Thursday, December 8, 2016

Oil Prices Edge Lower Amid Doubts Over OPEC Output Cut

By Jane Chung and Keith Wallis
Reuters
December 8, 2016

Oil prices gave up some early gains to turn lower in Asian trade on Thursday on mixed U.S. crude stocks data and doubts over OPEC's implementation of an output cut, although a weaker dollar put a floor under prices.

International Brent crude futures were trading down 16 cents at $52.84 a barrel at 0659 GMT from their last close. Prices rose to $53.20 a barrel earlier in Thursday's session.

U.S. benchmark West Texas Intermediate crude dropped 15 cents to $49.62 a barrel after climbing to $50.07 earlier on Thursday.

Crude oil inventories in the United States dropped 2.4 million barrels in the week that ended on Dec. 2, compared with analyst expectations for a draw of 1 million barrels.

But stocks at the Cushing, Oklahoma, delivery hub for U.S. crude futures, increased by a hefty 3.8 million barrels last week, the most since 2009, according to data from the U.S. Energy Information Administration (EIA) on Wednesday.

"Momentum continues to wane in crude with mixed EIA crude inventories data and shale producers hedging via futures," said Jeffrey Halley, senior market analyst at OANDA brokerage in Singapore.

Oil prices have rallied since the Organization of Petroleum Exporting Countries (OPEC) and Russia reached a landmark agreement last week to cut production to erode a global supply overhang and prop up prices.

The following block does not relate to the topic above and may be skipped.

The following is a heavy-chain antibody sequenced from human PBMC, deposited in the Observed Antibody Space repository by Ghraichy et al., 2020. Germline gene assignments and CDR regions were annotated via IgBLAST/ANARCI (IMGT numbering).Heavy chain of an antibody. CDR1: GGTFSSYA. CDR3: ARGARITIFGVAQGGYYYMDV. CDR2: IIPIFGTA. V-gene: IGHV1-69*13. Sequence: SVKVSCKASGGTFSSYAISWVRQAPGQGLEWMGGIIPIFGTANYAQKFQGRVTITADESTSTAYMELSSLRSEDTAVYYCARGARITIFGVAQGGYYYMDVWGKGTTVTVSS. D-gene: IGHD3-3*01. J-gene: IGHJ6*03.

The U.S. dollar index fell as Treasury bond yields eased and as investors eye next week's Fed meeting.

"A slightly weaker U.S. dollar is supportive of oil prices," Michael McCarthy, chief market strategist at Sydney's CMC Markets said. A weak dollar makes dollar-denominated oil less expensive for importing countries.

Oil prices initially rose on Thursday, supported by upbeat investor sentiment on the underlying strength in the U.S. economy, McCarthy said.

But doubts remain over whether OPEC will be able to comply with output cuts and whether those curbs will be enough to rebalance markets.

"Talk about OPEC compliance worries is a bit of a red herring. As in the past, OPEC compliance/non-compliance is a known unknown. What the crude rally really needs is new news to reinvigorate a speculative market already positioned long," added Halley.

OPEC and non-OPEC oil producers will meet again this weekend in Austria's capital to discuss the details of last week's agreement, which aims at an overall reduction in output of around 1.5 million barrels a day.

"Oil markets might see a pick-up in volumes as we enter the European trading session," McCarthy added.

China's crude oil imports rebounded strongly in November from the previous month and were up 18 percent on a year ago, while exports of refined fuel hit a record high as refiners rushed to ease an expanding domestic surplus.


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